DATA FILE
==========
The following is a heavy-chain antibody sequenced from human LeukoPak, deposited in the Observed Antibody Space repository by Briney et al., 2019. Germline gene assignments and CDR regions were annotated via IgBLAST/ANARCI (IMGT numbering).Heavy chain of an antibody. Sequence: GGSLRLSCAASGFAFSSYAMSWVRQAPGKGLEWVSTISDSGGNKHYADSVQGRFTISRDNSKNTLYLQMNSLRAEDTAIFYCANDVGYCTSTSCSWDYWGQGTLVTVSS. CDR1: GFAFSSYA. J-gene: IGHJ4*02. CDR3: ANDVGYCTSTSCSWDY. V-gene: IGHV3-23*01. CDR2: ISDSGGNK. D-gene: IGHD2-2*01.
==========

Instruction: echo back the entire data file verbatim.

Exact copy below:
The following is a heavy-chain antibody sequenced from human LeukoPak, deposited in the Observed Antibody Space repository by Briney et al., 2019. Germline gene assignments and CDR regions were annotated via IgBLAST/ANARCI (IMGT numbering).Heavy chain of an antibody. Sequence: GGSLRLSCAASGFAFSSYAMSWVRQAPGKGLEWVSTISDSGGNKHYADSVQGRFTISRDNSKNTLYLQMNSLRAEDTAIFYCANDVGYCTSTSCSWDYWGQGTLVTVSS. CDR1: GFAFSSYA. J-gene: IGHJ4*02. CDR3: ANDVGYCTSTSCSWDY. V-gene: IGHV3-23*01. CDR2: ISDSGGNK. D-gene: IGHD2-2*01.